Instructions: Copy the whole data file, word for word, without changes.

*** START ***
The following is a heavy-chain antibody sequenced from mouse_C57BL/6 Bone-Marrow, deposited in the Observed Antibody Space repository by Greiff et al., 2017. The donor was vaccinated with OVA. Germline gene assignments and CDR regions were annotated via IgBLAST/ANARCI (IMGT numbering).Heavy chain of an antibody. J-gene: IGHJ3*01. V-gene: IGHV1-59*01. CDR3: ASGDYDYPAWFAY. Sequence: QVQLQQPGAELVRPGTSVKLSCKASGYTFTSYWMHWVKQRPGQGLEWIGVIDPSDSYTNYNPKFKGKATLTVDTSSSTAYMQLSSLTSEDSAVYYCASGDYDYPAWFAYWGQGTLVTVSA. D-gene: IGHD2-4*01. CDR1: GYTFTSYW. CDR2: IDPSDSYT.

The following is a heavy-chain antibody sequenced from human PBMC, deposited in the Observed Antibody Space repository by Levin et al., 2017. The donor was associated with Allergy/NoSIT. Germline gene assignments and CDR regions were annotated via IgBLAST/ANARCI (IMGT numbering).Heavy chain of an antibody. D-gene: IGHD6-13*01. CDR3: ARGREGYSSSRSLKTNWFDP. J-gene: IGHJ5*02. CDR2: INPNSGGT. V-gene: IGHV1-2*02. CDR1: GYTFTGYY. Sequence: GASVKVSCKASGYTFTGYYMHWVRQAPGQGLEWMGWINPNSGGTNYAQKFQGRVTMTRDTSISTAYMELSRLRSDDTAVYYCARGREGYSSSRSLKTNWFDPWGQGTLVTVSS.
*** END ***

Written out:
The following is a heavy-chain antibody sequenced from mouse_C57BL/6 Bone-Marrow, deposited in the Observed Antibody Space repository by Greiff et al., 2017. The donor was vaccinated with OVA. Germline gene assignments and CDR regions were annotated via IgBLAST/ANARCI (IMGT numbering).Heavy chain of an antibody. J-gene: IGHJ3*01. V-gene: IGHV1-59*01. CDR3: ASGDYDYPAWFAY. Sequence: QVQLQQPGAELVRPGTSVKLSCKASGYTFTSYWMHWVKQRPGQGLEWIGVIDPSDSYTNYNPKFKGKATLTVDTSSSTAYMQLSSLTSEDSAVYYCASGDYDYPAWFAYWGQGTLVTVSA. D-gene: IGHD2-4*01. CDR1: GYTFTSYW. CDR2: IDPSDSYT.

The following is a heavy-chain antibody sequenced from human PBMC, deposited in the Observed Antibody Space repository by Levin et al., 2017. The donor was associated with Allergy/NoSIT. Germline gene assignments and CDR regions were annotated via IgBLAST/ANARCI (IMGT numbering).Heavy chain of an antibody. D-gene: IGHD6-13*01. CDR3: ARGREGYSSSRSLKTNWFDP. J-gene: IGHJ5*02. CDR2: INPNSGGT. V-gene: IGHV1-2*02. CDR1: GYTFTGYY. Sequence: GASVKVSCKASGYTFTGYYMHWVRQAPGQGLEWMGWINPNSGGTNYAQKFQGRVTMTRDTSISTAYMELSRLRSDDTAVYYCARGREGYSSSRSLKTNWFDPWGQGTLVTVSS.